What is an Oversize Load in Trucking?

What is an Oversize Load in Trucking?

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William Thomas / January 2021

What is an Oversize Load in Trucking?

An oversize load in trucking is any load that exceeds the maximum legal dimensions and weight. The weight and size limits are usually defined by each state in North America and Mexico, or province in Canada. Technically, each state has a varied definition of what an oversize load means. For trucking companies that deliver heavy equipment, oversize loads are a common occurrence as they haul loads through different highways. Since the term oversize is relative and the drivers are subjected to varying regulations as they pass across different states and provinces, it’s imperative for a trucking company to have accurate information about oversize load restrictions and the requirements to comply with before embarking on a towing and delivery process.

A trucking vehicle moving an oversize load is usually a semi truck with a specialty trailer, such as an RGN or lowboy. Even though oversize load dimensions may vary significantly across different states, legal width in most states is 8 ft. 6 in. and a height not taller than 14 ft. 6 in. Any loads exceeding these measurements are, by definition, oversize loads. Legal width and height have a small margin as they are usually based on the standard width of major highways (typically 12 feet across all state highways). The length is the most variable dimension, and it is usually based on the type of trailer a trucking company is using. California trucking regulations, for example, any load exceeding 40 ft. for a single axle trailer, or 75 ft. for a multiple axle trailer is an oversize load and requires an oversize permit. See California Vehicle Code section 35250, section 35100 for dimension limits, and section 3550 for weight per axle limits.

Oversize Load Regulation for Heavy Equipment Trucking Services

When a trucking vehicle carries a load that exceeds either the legal length, width, height, or all of the legal dimensions, then the driver will be required to have an oversize permit. This permit defines the natures of the load, it’s dimensions, it’s point of origin, and where it’s being delivered. Before the truck hits the road to deliver the heavy equipment, the towing company is required to secure separate permits for every state that the shipment will be traveling through.

Depending on the state, any heavy hauling truck carrying a load that exceeds 10 ft. may be required to have one or two escort (or pilot) cars. The primary purpose of pilot cars is to offer protection to both the overload truck and other road users. The escort car moving in front of a wide load vehicle alerts other motorists of an incoming wide load as well as informing the truck driver of incoming traffic, presence of turns, and when it’s safe to switch lanes. While moving across an area that may be dangerous to the oversize truck or other motorists, pilot cars are authorized to temporarily halt traffic and guide the truck driver to navigate to their destination safely.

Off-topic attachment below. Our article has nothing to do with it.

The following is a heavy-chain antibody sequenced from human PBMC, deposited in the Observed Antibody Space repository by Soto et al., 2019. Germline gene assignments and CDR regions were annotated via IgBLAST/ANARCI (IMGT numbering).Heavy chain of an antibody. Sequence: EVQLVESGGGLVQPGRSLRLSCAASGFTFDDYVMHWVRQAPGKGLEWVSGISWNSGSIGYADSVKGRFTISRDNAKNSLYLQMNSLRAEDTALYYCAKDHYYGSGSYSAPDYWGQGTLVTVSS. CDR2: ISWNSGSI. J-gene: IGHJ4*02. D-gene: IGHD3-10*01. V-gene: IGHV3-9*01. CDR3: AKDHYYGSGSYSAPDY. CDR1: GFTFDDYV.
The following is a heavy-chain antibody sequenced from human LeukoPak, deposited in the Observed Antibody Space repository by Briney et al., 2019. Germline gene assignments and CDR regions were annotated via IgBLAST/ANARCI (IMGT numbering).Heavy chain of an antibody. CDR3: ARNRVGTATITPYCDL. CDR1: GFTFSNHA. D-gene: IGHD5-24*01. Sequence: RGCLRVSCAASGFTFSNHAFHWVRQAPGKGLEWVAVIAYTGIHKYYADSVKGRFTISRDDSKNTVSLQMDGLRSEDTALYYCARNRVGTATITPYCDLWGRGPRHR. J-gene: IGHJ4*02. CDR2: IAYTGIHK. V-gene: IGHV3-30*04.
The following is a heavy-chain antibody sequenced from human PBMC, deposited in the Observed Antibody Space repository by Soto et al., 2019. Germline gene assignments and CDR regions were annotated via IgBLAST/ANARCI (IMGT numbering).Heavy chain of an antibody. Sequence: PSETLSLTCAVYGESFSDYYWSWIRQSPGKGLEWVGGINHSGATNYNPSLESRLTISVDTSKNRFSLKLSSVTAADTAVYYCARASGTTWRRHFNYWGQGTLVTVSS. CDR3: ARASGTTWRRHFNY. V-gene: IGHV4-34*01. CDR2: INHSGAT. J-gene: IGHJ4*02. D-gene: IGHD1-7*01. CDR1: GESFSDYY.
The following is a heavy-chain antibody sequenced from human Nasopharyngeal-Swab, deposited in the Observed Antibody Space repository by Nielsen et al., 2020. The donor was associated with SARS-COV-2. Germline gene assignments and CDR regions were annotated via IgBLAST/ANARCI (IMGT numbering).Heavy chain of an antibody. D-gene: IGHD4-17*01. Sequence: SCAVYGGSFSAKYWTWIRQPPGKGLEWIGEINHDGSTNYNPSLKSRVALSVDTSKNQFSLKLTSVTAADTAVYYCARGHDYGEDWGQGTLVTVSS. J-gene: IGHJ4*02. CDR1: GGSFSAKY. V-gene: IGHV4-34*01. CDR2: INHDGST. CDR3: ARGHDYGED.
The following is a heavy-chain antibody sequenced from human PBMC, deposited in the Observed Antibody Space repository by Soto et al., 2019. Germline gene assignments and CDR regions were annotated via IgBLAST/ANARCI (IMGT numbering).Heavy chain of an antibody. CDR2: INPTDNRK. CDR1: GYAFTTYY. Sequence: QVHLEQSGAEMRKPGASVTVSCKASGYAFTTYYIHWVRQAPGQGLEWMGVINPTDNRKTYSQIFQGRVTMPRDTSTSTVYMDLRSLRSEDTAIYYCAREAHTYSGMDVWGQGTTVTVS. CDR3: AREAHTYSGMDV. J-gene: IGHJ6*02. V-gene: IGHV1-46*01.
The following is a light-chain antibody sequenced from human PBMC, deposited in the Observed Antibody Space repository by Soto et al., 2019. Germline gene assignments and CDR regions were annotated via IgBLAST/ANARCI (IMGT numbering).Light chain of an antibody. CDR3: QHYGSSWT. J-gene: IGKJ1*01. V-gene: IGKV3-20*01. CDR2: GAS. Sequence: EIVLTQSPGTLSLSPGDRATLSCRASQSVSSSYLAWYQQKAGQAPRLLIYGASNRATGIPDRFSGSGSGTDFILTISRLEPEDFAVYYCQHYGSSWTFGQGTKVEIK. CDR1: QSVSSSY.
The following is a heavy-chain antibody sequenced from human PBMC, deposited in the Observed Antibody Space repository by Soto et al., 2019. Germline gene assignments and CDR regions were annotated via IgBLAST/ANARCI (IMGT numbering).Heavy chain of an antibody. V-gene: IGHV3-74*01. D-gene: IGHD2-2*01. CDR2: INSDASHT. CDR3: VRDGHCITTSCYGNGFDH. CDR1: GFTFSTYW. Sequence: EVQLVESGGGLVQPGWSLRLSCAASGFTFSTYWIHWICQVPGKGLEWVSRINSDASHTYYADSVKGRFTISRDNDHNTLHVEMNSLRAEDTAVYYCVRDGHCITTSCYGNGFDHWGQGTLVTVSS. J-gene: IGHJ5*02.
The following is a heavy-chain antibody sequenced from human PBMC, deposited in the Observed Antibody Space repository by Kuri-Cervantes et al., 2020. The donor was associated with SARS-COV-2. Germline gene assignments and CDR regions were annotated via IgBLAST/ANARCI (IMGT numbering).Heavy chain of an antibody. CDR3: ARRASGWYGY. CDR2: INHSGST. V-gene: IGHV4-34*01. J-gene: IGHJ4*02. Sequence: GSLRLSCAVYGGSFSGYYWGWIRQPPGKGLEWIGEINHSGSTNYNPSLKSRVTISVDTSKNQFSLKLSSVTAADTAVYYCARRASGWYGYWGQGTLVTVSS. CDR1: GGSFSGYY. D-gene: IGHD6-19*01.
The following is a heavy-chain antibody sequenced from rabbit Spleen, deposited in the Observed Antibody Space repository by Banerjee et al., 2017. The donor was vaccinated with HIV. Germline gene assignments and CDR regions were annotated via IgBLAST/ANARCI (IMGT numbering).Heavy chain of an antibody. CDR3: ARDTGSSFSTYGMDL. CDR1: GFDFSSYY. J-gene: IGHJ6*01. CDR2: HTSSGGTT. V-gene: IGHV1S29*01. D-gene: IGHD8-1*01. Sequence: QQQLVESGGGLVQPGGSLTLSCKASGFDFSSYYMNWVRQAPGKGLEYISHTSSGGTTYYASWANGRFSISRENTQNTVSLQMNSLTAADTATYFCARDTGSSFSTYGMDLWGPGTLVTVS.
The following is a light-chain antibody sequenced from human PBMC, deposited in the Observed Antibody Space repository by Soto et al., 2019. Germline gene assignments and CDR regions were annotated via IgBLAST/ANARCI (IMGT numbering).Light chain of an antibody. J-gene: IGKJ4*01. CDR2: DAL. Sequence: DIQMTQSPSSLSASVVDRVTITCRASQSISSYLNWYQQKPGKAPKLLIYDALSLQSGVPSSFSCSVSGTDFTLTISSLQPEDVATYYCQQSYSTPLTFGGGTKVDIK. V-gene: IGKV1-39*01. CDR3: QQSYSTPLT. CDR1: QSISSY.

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How to Prepare an Oversize Load for Trucking

Before hitting the road for a heavy equipment delivery within a state or across state borders, it’s advisable to ensure that your load meets all laws and regulations. In addition to acquiring necessary permits and pilot cars, most states require an oversize vehicle to have extra safety measures and equipment. For instance, most states require the front and the back of an oversize load to have a yellow banner with the words “OVERSIZE LOAD / WIDE LOAD” accompanied by other safety indicators such as rotating lights and flags attached on a specified location.

Moving an oversize load may be quite challenging. Still, more often than not, it’s the most efficient alternative to towing heavy equipment from the point of origin to the desired delivery location. As seen, there are many laws and restrictions that have to be met for smooth trucking of oversize loads. Since the restrictions are not uniform across all states and provinces, adequate planning from an informed point of view is essential. Luckily, Heavy Equipment Transport has a team of seasoned logistic experts who will help you ensure your oversize loads are legal and safe.

Common Examples of Heavy Equipment Termed as Oversize

  • Cargo Handling E.G. Cranes and Forklifts.
  • Mobile Homes
  • Aircraft,
  • Tankers,
  • Earthmoving Equipment Such as Excavators
  • Industrial Equipment Such as Generators, Mining Equipment, Piping, Turbines, Pressure Vessels, Compressors, and Many More.
  • Oilfield Equipment
  • Military Equipment, Etc.
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